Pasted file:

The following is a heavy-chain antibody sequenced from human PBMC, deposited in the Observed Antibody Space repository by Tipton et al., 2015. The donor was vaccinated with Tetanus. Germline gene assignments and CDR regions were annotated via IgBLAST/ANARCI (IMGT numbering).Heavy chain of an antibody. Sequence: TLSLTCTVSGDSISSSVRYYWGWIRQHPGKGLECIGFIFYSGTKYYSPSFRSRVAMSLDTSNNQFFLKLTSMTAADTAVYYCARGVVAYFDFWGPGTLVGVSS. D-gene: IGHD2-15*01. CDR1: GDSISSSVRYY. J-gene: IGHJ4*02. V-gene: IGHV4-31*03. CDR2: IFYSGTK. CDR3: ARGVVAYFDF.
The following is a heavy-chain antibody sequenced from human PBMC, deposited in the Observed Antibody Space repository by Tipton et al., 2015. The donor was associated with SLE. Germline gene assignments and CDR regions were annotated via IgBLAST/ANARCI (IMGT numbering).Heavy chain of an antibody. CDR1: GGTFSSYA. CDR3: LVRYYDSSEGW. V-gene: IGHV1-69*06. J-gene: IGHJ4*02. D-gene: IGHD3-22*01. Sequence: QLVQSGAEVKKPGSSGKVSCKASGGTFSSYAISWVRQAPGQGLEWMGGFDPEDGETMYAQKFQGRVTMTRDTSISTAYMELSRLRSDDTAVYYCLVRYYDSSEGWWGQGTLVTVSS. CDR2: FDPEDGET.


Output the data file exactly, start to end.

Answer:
The following is a heavy-chain antibody sequenced from human PBMC, deposited in the Observed Antibody Space repository by Tipton et al., 2015. The donor was vaccinated with Tetanus. Germline gene assignments and CDR regions were annotated via IgBLAST/ANARCI (IMGT numbering).Heavy chain of an antibody. Sequence: TLSLTCTVSGDSISSSVRYYWGWIRQHPGKGLECIGFIFYSGTKYYSPSFRSRVAMSLDTSNNQFFLKLTSMTAADTAVYYCARGVVAYFDFWGPGTLVGVSS. D-gene: IGHD2-15*01. CDR1: GDSISSSVRYY. J-gene: IGHJ4*02. V-gene: IGHV4-31*03. CDR2: IFYSGTK. CDR3: ARGVVAYFDF.
The following is a heavy-chain antibody sequenced from human PBMC, deposited in the Observed Antibody Space repository by Tipton et al., 2015. The donor was associated with SLE. Germline gene assignments and CDR regions were annotated via IgBLAST/ANARCI (IMGT numbering).Heavy chain of an antibody. CDR1: GGTFSSYA. CDR3: LVRYYDSSEGW. V-gene: IGHV1-69*06. J-gene: IGHJ4*02. D-gene: IGHD3-22*01. Sequence: QLVQSGAEVKKPGSSGKVSCKASGGTFSSYAISWVRQAPGQGLEWMGGFDPEDGETMYAQKFQGRVTMTRDTSISTAYMELSRLRSDDTAVYYCLVRYYDSSEGWWGQGTLVTVSS. CDR2: FDPEDGET.